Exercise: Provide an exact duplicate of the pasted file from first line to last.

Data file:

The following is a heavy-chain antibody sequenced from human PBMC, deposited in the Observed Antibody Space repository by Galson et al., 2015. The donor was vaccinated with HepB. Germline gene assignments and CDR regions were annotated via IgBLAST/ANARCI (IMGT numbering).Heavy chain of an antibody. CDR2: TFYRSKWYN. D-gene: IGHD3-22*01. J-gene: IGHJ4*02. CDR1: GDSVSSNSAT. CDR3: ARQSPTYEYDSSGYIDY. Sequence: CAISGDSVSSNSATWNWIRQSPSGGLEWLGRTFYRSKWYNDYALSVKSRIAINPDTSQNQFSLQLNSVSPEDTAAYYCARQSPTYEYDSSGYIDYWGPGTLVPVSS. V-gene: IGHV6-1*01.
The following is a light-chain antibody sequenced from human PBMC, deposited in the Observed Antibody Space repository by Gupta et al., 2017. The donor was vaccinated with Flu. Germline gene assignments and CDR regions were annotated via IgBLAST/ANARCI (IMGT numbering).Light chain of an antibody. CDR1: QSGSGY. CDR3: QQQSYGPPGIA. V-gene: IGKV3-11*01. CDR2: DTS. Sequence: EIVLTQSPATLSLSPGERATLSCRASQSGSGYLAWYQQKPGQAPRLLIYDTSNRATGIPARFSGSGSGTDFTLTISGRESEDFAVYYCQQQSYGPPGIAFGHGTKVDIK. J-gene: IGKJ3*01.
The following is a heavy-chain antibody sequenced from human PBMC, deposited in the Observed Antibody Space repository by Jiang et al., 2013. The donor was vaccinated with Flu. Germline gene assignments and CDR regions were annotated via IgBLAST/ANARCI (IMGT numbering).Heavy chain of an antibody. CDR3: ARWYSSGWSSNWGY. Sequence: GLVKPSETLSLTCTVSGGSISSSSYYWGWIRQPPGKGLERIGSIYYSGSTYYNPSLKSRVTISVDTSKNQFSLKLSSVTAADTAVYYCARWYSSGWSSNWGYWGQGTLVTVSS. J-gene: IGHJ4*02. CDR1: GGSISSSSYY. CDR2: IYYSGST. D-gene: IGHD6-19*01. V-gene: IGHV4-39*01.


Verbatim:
The following is a heavy-chain antibody sequenced from human PBMC, deposited in the Observed Antibody Space repository by Galson et al., 2015. The donor was vaccinated with HepB. Germline gene assignments and CDR regions were annotated via IgBLAST/ANARCI (IMGT numbering).Heavy chain of an antibody. CDR2: TFYRSKWYN. D-gene: IGHD3-22*01. J-gene: IGHJ4*02. CDR1: GDSVSSNSAT. CDR3: ARQSPTYEYDSSGYIDY. Sequence: CAISGDSVSSNSATWNWIRQSPSGGLEWLGRTFYRSKWYNDYALSVKSRIAINPDTSQNQFSLQLNSVSPEDTAAYYCARQSPTYEYDSSGYIDYWGPGTLVPVSS. V-gene: IGHV6-1*01.
The following is a light-chain antibody sequenced from human PBMC, deposited in the Observed Antibody Space repository by Gupta et al., 2017. The donor was vaccinated with Flu. Germline gene assignments and CDR regions were annotated via IgBLAST/ANARCI (IMGT numbering).Light chain of an antibody. CDR1: QSGSGY. CDR3: QQQSYGPPGIA. V-gene: IGKV3-11*01. CDR2: DTS. Sequence: EIVLTQSPATLSLSPGERATLSCRASQSGSGYLAWYQQKPGQAPRLLIYDTSNRATGIPARFSGSGSGTDFTLTISGRESEDFAVYYCQQQSYGPPGIAFGHGTKVDIK. J-gene: IGKJ3*01.
The following is a heavy-chain antibody sequenced from human PBMC, deposited in the Observed Antibody Space repository by Jiang et al., 2013. The donor was vaccinated with Flu. Germline gene assignments and CDR regions were annotated via IgBLAST/ANARCI (IMGT numbering).Heavy chain of an antibody. CDR3: ARWYSSGWSSNWGY. Sequence: GLVKPSETLSLTCTVSGGSISSSSYYWGWIRQPPGKGLERIGSIYYSGSTYYNPSLKSRVTISVDTSKNQFSLKLSSVTAADTAVYYCARWYSSGWSSNWGYWGQGTLVTVSS. J-gene: IGHJ4*02. CDR1: GGSISSSSYY. CDR2: IYYSGST. D-gene: IGHD6-19*01. V-gene: IGHV4-39*01.